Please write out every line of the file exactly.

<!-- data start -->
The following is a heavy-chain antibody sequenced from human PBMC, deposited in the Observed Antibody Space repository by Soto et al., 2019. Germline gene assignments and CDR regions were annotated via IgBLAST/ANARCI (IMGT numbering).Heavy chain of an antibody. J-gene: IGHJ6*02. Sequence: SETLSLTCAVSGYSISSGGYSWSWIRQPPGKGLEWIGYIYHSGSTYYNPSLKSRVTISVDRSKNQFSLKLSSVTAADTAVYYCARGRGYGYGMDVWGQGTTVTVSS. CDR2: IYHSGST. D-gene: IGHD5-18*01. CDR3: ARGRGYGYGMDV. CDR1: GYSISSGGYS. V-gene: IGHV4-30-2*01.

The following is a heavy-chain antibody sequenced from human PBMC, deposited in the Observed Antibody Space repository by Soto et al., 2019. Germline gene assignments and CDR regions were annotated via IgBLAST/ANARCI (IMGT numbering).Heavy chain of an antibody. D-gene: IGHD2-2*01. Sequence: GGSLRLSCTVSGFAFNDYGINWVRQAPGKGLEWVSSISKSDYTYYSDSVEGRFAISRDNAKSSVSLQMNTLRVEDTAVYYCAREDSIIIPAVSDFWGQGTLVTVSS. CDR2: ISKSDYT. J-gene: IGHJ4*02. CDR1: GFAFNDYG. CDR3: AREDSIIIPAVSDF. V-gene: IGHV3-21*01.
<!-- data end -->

The following is a heavy-chain antibody sequenced from human PBMC, deposited in the Observed Antibody Space repository by Soto et al., 2019. Germline gene assignments and CDR regions were annotated via IgBLAST/ANARCI (IMGT numbering).Heavy chain of an antibody. J-gene: IGHJ6*02. Sequence: SETLSLTCAVSGYSISSGGYSWSWIRQPPGKGLEWIGYIYHSGSTYYNPSLKSRVTISVDRSKNQFSLKLSSVTAADTAVYYCARGRGYGYGMDVWGQGTTVTVSS. CDR2: IYHSGST. D-gene: IGHD5-18*01. CDR3: ARGRGYGYGMDV. CDR1: GYSISSGGYS. V-gene: IGHV4-30-2*01.

The following is a heavy-chain antibody sequenced from human PBMC, deposited in the Observed Antibody Space repository by Soto et al., 2019. Germline gene assignments and CDR regions were annotated via IgBLAST/ANARCI (IMGT numbering).Heavy chain of an antibody. D-gene: IGHD2-2*01. Sequence: GGSLRLSCTVSGFAFNDYGINWVRQAPGKGLEWVSSISKSDYTYYSDSVEGRFAISRDNAKSSVSLQMNTLRVEDTAVYYCAREDSIIIPAVSDFWGQGTLVTVSS. CDR2: ISKSDYT. J-gene: IGHJ4*02. CDR1: GFAFNDYG. CDR3: AREDSIIIPAVSDF. V-gene: IGHV3-21*01.